Prime Minister Manmohan Singh on Saturday reaffirmed the need for dialogue with both Pakistan and China to resolve outstanding issues, and said his meeting with Chinese Premier Wen Jiabao saw both sides concurring on the need to remove misunderstandings between each other.
One reflection of China's desire to narrow the areas of differences was Mr. Wen accepting Dr. Singh's invitation to visit India in the near future, during which they would attempt a practical, pragmatic and satisfactory solution to the border problem. Till the border issue was solved, the Hanoi interaction saw both Prime Ministers agreeing on the need to maintain peace and tranquillity on the Line of Actual Control.
The possible meeting between the two Prime Ministers in Delhi before the end of the year would be preceded by the arrival of senior Chinese leader Zhou Yong Kan on Sunday for a free and broad exchange of views. A few weeks later, special representatives of both countries would meet in Beijing to address the border issue.
Asked if it seemed that China was tempering its earlier aggression, Dr. Singh declined to be drawn into commenting on any such formulation.
He said he was unable to predict when the next round of Foreign Minister-level talks with Pakistan would be held, but pointed out the necessity of engaging with the country's neighbour.
“One can change friends but not neighbours. That doesn't mean we surrender or give up our vital interests. Therefore, we are obliged to engage with Pakistan,” he said.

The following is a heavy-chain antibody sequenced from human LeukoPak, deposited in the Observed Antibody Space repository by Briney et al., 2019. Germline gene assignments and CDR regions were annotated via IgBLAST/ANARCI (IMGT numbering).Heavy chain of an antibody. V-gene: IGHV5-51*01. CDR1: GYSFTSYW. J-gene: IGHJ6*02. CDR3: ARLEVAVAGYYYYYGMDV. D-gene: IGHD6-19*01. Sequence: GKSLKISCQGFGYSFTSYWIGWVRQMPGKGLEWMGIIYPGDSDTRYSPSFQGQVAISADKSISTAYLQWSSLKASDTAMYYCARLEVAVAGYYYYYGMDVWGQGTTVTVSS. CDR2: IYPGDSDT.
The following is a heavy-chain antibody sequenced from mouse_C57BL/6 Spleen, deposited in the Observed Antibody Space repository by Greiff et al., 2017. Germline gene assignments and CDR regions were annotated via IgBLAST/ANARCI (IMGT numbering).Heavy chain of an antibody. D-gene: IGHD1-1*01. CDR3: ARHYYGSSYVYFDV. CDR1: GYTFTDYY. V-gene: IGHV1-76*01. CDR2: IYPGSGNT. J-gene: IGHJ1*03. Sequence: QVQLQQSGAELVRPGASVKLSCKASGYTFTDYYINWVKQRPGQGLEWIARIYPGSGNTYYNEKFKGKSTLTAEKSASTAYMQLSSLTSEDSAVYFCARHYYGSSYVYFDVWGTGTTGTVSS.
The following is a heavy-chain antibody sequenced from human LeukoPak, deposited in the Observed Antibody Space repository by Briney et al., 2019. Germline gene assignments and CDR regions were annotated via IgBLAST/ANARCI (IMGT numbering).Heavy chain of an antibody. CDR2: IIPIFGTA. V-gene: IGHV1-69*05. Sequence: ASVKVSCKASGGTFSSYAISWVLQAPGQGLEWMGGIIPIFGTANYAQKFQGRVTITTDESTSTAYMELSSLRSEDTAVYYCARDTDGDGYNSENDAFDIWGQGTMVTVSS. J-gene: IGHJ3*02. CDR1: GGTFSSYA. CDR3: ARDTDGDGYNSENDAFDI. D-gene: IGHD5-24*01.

Following his 45-minute meeting with U.S. Secretary of State Hillary Clinton, the Prime Minister said India-U.S. relations have entered a new phase, with understanding and desire between the two sides to bring about a qualitative change in their relationship.
In particular, the strategic and economic interests of both countries are similar. Therefore, during U.S. President Barack Obama's visit to India next week, both sides will attempt to explore common ground in some areas for them to work together.
Later, National Security Adviser Shiv Shankar Menon said the U.S. was positive on easing its restrictions on high-tech trade with India. However, there was no likelihood of signing three long-pending military pacts during Mr. Obama's visit.
Dr. Singh avoided commenting on topical controversies such as the Supreme Court's observation on Union Communications and Information Technology Minister A. Raja continuing in office despite a CBI case against him, the flats allotment controversy involving top Maharashtra politicians and senior Army officials, and the National Advisory Council's (NAC) final draft on ensuring food security to the underprivileged.
“I have not seen the Supreme Court's observations. I will look into them,” he said on the Raja issue. Asked if Mr. Raja claimed that he submitted his explanation on the 2G spectrum controversy to the Prime Minister's Office, which had given him a clean chit, Dr. Singh said he did not want to comment on a sub judice case.
On the alleged usurping of flats meant for wives of Kargil War martyrs, Dr. Singh maintained that he was not familiar with the facts of the case.
On whether he should have intervened earlier to get preparations for the Commonwealth Games on track, Dr. Singh pointed out that it would not be good for the health of the system if the Prime Minister or his office micro-managed all aspects.
“There were other Ministries and institutions who should have taken complete responsibility for the preparations,” he said.